The obvious surprise of Surprise, Paul Simon's tenth solo album and his first since 2000's underrated You're the One, is that the singer/songwriter has enlisted Brian Eno as his collaborator. At first glance the pairing seems odd, even awkward, since they seem to come from opposing backgrounds: Simon the folk-rock troubadour and Eno the avant-garde art rock adventurist. Dig a little deeper, and the similarities do surface. For one, there is the mutual shared interest in world music -- most evident in Eno's productions/collaborations with Talking Heads at the turn of the '70s and on Simon's 1986 Graceland and its 1990 follow-up, The Rhythm of the Saints, but there are undercurrents running as far back as Simon & Garfunkel's "Cecilia." But more than any other singer/songwriter of his generation, Paul Simon has demonstrated a keen interest in having his albums sound unique and distinct from each other, using each album as an opportunity to explore a different sonic characteristic, so working with a sonic landscaper (as his back-cover credit on Surprise calls him) is not out of character. Similarly, Eno has not been entirely adverse to pop, either, as his ongoing collaboration with U2 proves, not to mention his productions for James or even the flamboyant pop of such early Roxy Music singles as "Virginia Plain." So, their collaboration here is unexpected, but not unnatural -- in fact, it's anything but unnatural, since Surprise is as seamless and graceful as Graceland, which it resembles greatly in how it blends a new sound with Simon's songs. But where Graceland found Simon writing around existing rhythm tracks, the opposite is true here: Eno fills in the space behind songs, creating an evocative, dream-like bed for Simon's words, which, more than ever, scan equally well as poetry as they do song lyrics. Simon was shifting toward this direction on You're the One, but he pushes even harder here, largely abandoning familiar song structures -- only two cuts here have something resembling a conventional chorus, and one of those is "Father and Daughter," originally released on the Wild Thornberrys soundtrack and the only track not treated by Eno -- for elliptical, winding songs that demand attention.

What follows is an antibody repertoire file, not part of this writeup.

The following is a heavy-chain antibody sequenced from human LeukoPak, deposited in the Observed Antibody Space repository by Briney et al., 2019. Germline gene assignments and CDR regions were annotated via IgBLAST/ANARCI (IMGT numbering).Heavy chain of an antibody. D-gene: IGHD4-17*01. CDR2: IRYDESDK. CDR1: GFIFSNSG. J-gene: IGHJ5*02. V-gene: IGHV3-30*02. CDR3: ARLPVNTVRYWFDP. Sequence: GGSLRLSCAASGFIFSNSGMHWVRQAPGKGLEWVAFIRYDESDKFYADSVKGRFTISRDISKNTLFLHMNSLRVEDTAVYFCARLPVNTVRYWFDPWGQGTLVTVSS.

These are songs that cry out for the kind of cinematic sounds Eno brings to them, since he helps give them structure, momentum, and emotional weight, and his "sonic landscapes" do this precisely, following the contours of Simon's words and enhancing his meaning. And while Surprise glides along easily, thanks both to Eno's seamless work and the warmth of Simon's voice, it's an album meant to be listened to closely, and it pays back that effort handsomely. With repeated plays, Simon's songs don't seem as open-ended, and there's more to discover within Eno's production, particularly in how it plays off Simon's recurring themes of faith, aging, fatherhood, and getting by in George W. Bush's U.S.A. But this is not by any stretch a protest record; "How Can You Live in the Northeast?" and "Wartime Prayers" are about the uneasiness of living in the post-9/11 America, yet they're not statements of outrage, they're about the emotional toil of the time, and they have counterparts in the wearied narrators of "Once Upon a Time There Was an Ocean" and "Outrageous." It adds up to a bittersweet undercurrent that runs through Surprise, not unlike the melancholy threaded throughout Hearts and Bones, which this also resembles in its overall introspective tone and arty bent, but this is hardly a one-dimensional record; there is gentle hope and wry humor as well, giving this music a rich elegance that makes it stand among Simon's best work. Unlike such deservedly praised comeback albums from some of his peers -- such as Dylan's Love and Theft, the Rolling Stones' A Bigger Bang, Paul McCartney's Chaos and Creation in the Backyard -- Simon doesn't achieve his comeback by reconnecting with the sound and spirit of his classic work; he has achieved it by being as restless and ambitious as he was at his popular and creative peak, which makes Surprise all the more remarkable.